If this doesn't look stressful enough to you, Tesla's acquisition of the SolarCity (NASDAQ: SCTY) made things even worse. Since Musk announced the acquisition of SolarCity managed by his cousins, Tesla's shares dropped by 15.8% while SolarCity's stock was down almost double of that, 30.8%. In addition to that, SolarCity has experienced major losses in the past years and currently holds over $3 billion in debt that Tesla needs to deal with. The deal raised multiple discussions and is currently awaiting the approval of the shareholders.

Interestingly, Tesla has already held an extensive funding round only a few months ago in May, when the company sold stocks for the value of around $1.7 billion. Yet now, Musk is looking for new ways to attract additional funding again as his aggressive business plans are getting more and more pricey. It might seem like Tesla is constantly pumping itself with additional funds but, in fact, it is only trying to compensate for the losses. According to Bloomberg, the company has burned over $2.2 billion last year as well as $568 million on an adjusted bases in the first 6 months of this year.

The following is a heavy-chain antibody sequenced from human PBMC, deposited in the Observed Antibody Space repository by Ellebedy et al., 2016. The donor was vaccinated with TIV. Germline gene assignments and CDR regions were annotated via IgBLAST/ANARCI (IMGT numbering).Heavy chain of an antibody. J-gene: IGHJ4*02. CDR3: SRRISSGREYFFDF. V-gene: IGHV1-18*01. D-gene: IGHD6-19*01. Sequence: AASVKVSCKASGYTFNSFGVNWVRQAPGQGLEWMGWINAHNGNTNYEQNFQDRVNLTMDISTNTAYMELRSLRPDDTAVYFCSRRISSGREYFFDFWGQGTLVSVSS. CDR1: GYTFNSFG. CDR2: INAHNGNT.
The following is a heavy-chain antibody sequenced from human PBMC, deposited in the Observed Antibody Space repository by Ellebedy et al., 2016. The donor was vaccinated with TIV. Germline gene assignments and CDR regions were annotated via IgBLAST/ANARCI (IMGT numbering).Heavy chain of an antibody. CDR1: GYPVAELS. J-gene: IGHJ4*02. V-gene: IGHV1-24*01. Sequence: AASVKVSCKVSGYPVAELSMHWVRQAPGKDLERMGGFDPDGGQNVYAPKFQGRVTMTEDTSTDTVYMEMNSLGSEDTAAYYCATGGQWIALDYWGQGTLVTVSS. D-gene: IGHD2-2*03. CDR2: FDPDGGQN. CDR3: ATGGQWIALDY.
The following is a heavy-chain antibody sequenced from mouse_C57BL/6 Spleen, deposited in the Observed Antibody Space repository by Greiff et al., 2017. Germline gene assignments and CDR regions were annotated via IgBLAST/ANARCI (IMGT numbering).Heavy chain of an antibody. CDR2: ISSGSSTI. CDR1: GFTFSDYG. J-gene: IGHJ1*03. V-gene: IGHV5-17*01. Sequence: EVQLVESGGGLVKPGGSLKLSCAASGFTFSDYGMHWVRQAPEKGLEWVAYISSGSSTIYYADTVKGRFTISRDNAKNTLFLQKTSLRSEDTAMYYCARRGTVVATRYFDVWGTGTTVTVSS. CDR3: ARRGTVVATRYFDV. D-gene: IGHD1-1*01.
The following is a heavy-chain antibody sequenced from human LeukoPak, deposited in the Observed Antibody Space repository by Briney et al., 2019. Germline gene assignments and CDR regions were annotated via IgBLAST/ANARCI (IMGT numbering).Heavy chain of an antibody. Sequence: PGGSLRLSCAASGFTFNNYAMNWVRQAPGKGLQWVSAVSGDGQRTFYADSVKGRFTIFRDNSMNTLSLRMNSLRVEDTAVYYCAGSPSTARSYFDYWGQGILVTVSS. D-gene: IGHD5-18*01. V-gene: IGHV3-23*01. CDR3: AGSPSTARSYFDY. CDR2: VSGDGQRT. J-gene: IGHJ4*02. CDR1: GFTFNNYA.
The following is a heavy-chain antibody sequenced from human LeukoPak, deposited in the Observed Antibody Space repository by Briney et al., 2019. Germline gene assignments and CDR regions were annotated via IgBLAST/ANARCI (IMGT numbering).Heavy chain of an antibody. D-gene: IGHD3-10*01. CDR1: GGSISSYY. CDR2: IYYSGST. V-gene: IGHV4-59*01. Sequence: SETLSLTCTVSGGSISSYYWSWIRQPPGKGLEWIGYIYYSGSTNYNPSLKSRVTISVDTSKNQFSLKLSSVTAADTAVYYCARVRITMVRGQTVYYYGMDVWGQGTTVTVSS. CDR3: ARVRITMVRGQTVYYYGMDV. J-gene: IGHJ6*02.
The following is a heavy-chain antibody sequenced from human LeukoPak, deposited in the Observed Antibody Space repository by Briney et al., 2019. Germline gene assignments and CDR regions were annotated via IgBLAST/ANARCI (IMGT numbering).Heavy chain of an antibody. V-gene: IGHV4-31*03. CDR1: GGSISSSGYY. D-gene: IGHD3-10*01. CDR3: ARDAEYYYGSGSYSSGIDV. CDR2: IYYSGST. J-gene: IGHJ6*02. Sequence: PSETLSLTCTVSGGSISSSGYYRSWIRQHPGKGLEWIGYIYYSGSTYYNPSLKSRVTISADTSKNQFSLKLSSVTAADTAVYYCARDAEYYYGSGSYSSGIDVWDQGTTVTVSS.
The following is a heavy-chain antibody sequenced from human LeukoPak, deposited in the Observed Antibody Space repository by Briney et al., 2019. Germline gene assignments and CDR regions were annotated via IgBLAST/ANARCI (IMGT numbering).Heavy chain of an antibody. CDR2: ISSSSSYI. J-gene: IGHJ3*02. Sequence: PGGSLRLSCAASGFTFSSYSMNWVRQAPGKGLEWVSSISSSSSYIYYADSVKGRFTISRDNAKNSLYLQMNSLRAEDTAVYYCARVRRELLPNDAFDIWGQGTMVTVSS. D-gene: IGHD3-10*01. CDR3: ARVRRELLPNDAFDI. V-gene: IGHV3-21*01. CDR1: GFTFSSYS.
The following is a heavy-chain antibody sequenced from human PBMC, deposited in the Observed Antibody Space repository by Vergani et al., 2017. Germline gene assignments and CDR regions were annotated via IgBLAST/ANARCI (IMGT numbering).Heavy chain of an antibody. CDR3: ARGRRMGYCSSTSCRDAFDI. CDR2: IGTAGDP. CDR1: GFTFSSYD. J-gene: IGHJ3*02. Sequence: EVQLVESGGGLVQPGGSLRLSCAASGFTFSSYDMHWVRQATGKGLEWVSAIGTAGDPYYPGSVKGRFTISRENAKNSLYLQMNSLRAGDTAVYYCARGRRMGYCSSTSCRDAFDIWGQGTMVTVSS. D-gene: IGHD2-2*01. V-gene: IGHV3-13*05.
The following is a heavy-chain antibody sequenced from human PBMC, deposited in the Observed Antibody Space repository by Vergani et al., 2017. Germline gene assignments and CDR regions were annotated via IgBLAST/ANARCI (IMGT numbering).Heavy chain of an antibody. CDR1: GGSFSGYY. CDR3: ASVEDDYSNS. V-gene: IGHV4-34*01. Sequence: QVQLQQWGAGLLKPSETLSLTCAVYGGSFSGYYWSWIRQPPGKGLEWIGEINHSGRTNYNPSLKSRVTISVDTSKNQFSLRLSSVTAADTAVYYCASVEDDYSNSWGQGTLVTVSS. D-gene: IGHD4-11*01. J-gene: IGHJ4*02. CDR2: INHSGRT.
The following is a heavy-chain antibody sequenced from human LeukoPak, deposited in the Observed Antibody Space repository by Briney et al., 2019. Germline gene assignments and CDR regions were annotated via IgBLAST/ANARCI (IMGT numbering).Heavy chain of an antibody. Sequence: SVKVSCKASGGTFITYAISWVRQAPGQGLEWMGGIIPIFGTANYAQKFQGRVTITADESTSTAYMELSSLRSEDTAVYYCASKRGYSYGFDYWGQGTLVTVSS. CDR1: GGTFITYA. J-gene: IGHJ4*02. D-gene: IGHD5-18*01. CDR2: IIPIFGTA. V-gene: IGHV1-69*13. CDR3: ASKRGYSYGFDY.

After Tesla Model 3 made a big appearance this year, receiving twice more pre-orders than expected, the issue of manufacturing on such a large scale is getting more and more pressing as the promised production date approaches.

“The third quarter will be our last chance to show investors that Tesla can be at least slightly positive cash flow and profitable before the Model 3 reaches full production," said Musk.